Noise pollution

Topics: Noise pollution, Sound, Noise Pages: 5 (1680 words) Published: February 27, 2014
Noise pollution is the disturbing or excessive noise that may harm the activity or balance of human or animal life. The source of most outdoor noise worldwide is mainly caused bymachines and transportation systems, motor vehicles, aircraft, and trains.[1][2] Outdoor noise is summarized by the word environmental noise. Poor urban planning may give rise to noise pollution, since side-by-side industrial and residential buildings can result in noise pollution in the residential areas. Indoor noise is caused by machines, building activities, music performances, and especially in some workplaces. There is no great difference whether noise-induced hearing loss is brought about by outside (e.g. trains) or inside (e.g. music) noise. High noise levels can contribute to cardiovascular effects in humans, a rise in blood pressure, and an increase in stress and vasoconstriction, and an increased incidence of coronary artery disease. In animals, noise can increase the risk of death by altering predator or prey detection and avoidance, interfere with reproduction and navigation, and contribute to permanent hearing loss. It is extremely important that we understand how sound pollution affects us. Some of us may be suffering from the negative effects of sound pollution and not know it because they dismiss it assomething trival when it is actually not. Therefore this page will be dedicated to explaining exactly what noise pollution is about, what causes it, how to calculate sound and how fast it travels.  


Noise pollution affects both health and behavior. Unwanted sound (noise) can damage psychological health. Noise pollution can cause trouble, hypertension, high stress levels,tinnitus, hearing loss, sleep disturbances, and other harmful effects.[3][4][5][6] Furthermore, stress and hypertension are the leading causes to health problems.[4][7] Sound becomes unwanted when it either interferes with normal activities such as sleeping, conversation, or disrupts or diminishes one’s quality of life.[8] Chronic exposure to noise may cause noise-induced hearing loss. Older males exposed to significant occupational noise demonstrate more significantly reduced hearing sensitivity than their non-exposed peers, though differences in hearing sensitivity decrease with time and the two groups are indistinguishable by age 79.[9] A comparison of Maaban tribesmen, who were insignificantly exposed to transportation or industrial noise, to a typical U.S. population showed that chronic exposure to moderately high levels of environmental noise contributes to hearing loss.[3] High noise levels can contribute to cardiovascular effects and exposure to moderately high levels during a single eight-hour period causes a statistical rise in blood pressure of five to ten points and an increase in stress,[3] and vasoconstriction leading to theincreased blood pressure noted above, as well as to increased incidence of coronary artery disease. Noise pollution also is a cause of annoyance. A 2005 study by Spanish researchers found that in urban areas households are willing to pay approximately four Euros per decibel per year for noise reduction.[10] Wildlife[edit]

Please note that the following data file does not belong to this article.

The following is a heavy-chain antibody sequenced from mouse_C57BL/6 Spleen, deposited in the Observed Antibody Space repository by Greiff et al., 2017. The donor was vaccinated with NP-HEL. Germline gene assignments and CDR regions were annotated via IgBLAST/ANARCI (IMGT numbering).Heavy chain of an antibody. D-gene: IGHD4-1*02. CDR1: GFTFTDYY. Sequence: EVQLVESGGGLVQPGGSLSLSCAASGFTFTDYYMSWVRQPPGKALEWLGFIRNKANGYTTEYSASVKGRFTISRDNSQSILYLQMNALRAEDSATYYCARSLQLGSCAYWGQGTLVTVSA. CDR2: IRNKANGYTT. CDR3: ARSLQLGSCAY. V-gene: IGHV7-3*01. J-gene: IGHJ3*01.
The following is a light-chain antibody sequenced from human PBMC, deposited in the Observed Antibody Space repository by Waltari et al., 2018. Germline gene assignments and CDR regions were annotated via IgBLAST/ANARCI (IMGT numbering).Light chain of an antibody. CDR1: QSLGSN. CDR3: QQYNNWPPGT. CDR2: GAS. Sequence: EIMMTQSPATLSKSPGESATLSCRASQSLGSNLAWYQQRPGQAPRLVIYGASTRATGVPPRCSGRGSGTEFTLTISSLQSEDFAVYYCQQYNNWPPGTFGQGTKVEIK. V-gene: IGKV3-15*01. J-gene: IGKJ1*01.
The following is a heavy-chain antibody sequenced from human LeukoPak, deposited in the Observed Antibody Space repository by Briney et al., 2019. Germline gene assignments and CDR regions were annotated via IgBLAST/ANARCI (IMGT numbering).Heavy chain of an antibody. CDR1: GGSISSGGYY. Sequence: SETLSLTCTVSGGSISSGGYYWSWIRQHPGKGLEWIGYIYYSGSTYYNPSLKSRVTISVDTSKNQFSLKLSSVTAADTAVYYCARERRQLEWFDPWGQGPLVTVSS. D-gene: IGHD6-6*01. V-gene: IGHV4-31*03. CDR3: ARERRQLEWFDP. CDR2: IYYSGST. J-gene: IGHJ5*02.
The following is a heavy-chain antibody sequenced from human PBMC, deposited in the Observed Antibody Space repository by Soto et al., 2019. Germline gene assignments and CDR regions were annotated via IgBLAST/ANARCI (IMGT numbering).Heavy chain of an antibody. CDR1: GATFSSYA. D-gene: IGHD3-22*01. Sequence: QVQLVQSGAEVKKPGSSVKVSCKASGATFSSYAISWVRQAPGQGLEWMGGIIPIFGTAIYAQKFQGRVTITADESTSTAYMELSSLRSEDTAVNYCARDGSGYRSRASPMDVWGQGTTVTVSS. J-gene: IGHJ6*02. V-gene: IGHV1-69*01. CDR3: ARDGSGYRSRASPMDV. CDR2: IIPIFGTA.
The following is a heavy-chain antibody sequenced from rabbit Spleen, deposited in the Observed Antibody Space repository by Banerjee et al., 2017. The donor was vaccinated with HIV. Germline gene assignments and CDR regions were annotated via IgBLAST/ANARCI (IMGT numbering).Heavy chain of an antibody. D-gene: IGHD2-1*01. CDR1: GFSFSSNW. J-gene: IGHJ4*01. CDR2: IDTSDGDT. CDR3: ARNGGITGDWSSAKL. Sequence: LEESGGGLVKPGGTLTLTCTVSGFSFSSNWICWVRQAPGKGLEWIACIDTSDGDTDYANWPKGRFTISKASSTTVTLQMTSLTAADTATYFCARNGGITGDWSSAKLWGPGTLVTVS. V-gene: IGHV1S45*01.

Noise can have a detrimental effect on wild animals, increasing the risk of death by changing the delicate balance in predator or prey detection and avoidance, and interfering the use of the sounds in communication, especially in relation to reproduction and in navigation. Acoustic overexposure can lead to temporary or permanent loss of hearing. [11] An impact of noise on wild animal life is the reduction of usable habitat that noisy areas may cause, which in the case of endangered species may be part of the path to extinction. Noise pollution has caused the death of certain species of whales that beachedthemselves after being exposed to the loud sound of military sonar,[12] (see also Marine mammals and sonar). Noise also makes species communicate more loudly, which is...
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